I think parish life needs to be renewed. As I see it, there are three cultural trajectories that make it difficult for communities to form and support people in a life of Christian discipleship.
Distrust. The shooting at Sandy Hook Elementary School is terrible in itself and also terrifying because it embodies the latent fear many of us have about our communities. From the General Social Survey, people increasingly distrust almost every institution of daily life. Recent Gallup polls point to decreasing trust in government and the media. The only institution that does not seem to be loosing trust is the military, a body intend on thwarting those who threaten us. Instead of an exception, this seems merely an extension of our general distrust.
For parish life, this dynamic is toxic. Not only will people who do not belong to a parish typically distrust it, people who belong to a parish just as readily distrust it. Unless the community is particularly close, people’s disposition is one of caution, both among themselves and between themselves and the clergy.
Add to this wariness, two factors peculiar to parishes. First is the backdrop of the sexual abuse scandal of 2002. While this is over a decade old, its effects are still present in the parish. Just ask anyone who does any ministry in the church about Virtus Training. The second is the growing size of parishes. Between consolidations and the reduction of priests, parish sizes have grown and become communities where fewer people know each other.
This general distrust gives rise to two typical responses, both of which are ways to provide greater safety and security in the midst of this anxious life. The first is to find places where what people know and believe is affirmed.
Confirmation Bias. People tend to gravitate to ideas, stories, and individuals that confirm their beliefs. It is a natural human tendency, but one exacerbated by media, marketing, and politics that has become more effective in targeting specific individuals or groups. If you add the voluntaristic approach to almost all associations that has long been part of US culture, we easily seek out and find communities that reinforce our beliefs.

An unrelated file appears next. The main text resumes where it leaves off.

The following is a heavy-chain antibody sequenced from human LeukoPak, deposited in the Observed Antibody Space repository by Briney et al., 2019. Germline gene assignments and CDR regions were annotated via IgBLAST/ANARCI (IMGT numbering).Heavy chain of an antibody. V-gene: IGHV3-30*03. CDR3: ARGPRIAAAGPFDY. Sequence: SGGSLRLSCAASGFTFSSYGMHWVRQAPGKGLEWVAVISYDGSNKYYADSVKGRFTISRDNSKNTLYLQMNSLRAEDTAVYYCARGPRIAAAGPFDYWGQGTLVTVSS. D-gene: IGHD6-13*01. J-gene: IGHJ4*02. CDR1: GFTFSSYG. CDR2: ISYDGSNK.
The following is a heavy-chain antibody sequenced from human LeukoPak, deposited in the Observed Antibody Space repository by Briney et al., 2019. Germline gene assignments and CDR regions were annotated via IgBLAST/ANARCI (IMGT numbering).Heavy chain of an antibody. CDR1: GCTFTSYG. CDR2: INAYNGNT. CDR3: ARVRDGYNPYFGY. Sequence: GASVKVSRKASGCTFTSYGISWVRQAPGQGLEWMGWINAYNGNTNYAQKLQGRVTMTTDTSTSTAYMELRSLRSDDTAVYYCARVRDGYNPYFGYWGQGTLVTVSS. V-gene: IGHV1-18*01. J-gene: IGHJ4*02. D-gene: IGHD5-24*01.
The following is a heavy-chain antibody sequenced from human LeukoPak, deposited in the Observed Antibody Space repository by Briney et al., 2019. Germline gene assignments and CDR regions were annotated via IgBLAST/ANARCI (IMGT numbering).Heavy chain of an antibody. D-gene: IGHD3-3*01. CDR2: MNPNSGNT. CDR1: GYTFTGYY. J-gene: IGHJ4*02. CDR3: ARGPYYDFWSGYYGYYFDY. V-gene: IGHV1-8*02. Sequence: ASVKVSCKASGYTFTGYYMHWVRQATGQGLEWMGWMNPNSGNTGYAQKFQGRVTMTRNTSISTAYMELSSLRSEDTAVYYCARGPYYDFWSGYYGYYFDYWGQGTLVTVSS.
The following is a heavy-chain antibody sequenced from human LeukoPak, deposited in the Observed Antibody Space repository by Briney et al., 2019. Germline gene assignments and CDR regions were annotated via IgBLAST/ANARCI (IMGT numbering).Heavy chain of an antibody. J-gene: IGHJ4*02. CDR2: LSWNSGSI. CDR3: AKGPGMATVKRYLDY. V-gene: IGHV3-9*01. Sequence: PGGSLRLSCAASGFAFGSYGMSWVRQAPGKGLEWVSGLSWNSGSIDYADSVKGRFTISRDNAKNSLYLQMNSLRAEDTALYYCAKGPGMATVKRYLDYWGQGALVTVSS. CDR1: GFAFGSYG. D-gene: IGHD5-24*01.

This might not be bad for parishes if the gospel is their primary framework, but, as I noted in my first post, we are more likely to be formed by our political associations or our consumption patterns. It means we end up seeking parishes that agree with our politics or economic class and parishes attract people by emphasizing one of these kinds of identities. The cultural distrust compounds the problem because an agreement between our preferences and a parish’s ID provides a kind of balm to this anxiety and suspicion.
This kind of focused parish life is one possible response to our insecurities. Often though, we don’t have time for such intentional community association. We are just trying to get by.
Exigencies of Life. Many of us are trying to achieve a level of security through work. We need to work to earn money and need money for the basic necessities. Yet, our work often strains our ability for community involvement. If we want a job, want to keep a job, or want to advance in our careers, we often have to move. In doing so, we not only leave our friends and families behind but also our mechanics, dentists, schools, general contractors, neighborhoods, parishes, and doctors. The list goes on. Our community engagement languishes as we try to pay bills, ensure our kids or parents or friends or ourselves have the basics food, clothing, and companionship.